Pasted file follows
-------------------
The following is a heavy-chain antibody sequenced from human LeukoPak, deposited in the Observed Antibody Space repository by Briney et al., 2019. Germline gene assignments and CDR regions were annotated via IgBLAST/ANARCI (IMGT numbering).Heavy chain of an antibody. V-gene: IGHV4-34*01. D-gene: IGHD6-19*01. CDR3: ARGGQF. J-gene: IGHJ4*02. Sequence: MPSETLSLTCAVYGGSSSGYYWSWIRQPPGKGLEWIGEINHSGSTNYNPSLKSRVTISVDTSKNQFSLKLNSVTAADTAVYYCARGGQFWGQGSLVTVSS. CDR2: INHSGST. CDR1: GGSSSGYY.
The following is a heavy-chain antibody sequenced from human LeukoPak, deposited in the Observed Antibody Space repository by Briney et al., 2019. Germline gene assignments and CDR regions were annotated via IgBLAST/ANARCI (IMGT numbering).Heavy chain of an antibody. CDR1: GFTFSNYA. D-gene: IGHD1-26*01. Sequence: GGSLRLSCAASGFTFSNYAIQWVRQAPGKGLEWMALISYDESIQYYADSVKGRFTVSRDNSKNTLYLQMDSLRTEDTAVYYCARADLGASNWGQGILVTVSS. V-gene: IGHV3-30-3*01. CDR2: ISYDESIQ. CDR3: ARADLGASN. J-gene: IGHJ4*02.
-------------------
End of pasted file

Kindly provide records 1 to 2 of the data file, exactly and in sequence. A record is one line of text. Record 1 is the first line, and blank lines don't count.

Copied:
The following is a heavy-chain antibody sequenced from human LeukoPak, deposited in the Observed Antibody Space repository by Briney et al., 2019. Germline gene assignments and CDR regions were annotated via IgBLAST/ANARCI (IMGT numbering).Heavy chain of an antibody. V-gene: IGHV4-34*01. D-gene: IGHD6-19*01. CDR3: ARGGQF. J-gene: IGHJ4*02. Sequence: MPSETLSLTCAVYGGSSSGYYWSWIRQPPGKGLEWIGEINHSGSTNYNPSLKSRVTISVDTSKNQFSLKLNSVTAADTAVYYCARGGQFWGQGSLVTVSS. CDR2: INHSGST. CDR1: GGSSSGYY.
The following is a heavy-chain antibody sequenced from human LeukoPak, deposited in the Observed Antibody Space repository by Briney et al., 2019. Germline gene assignments and CDR regions were annotated via IgBLAST/ANARCI (IMGT numbering).Heavy chain of an antibody. CDR1: GFTFSNYA. D-gene: IGHD1-26*01. Sequence: GGSLRLSCAASGFTFSNYAIQWVRQAPGKGLEWMALISYDESIQYYADSVKGRFTVSRDNSKNTLYLQMDSLRTEDTAVYYCARADLGASNWGQGILVTVSS. V-gene: IGHV3-30-3*01. CDR2: ISYDESIQ. CDR3: ARADLGASN. J-gene: IGHJ4*02.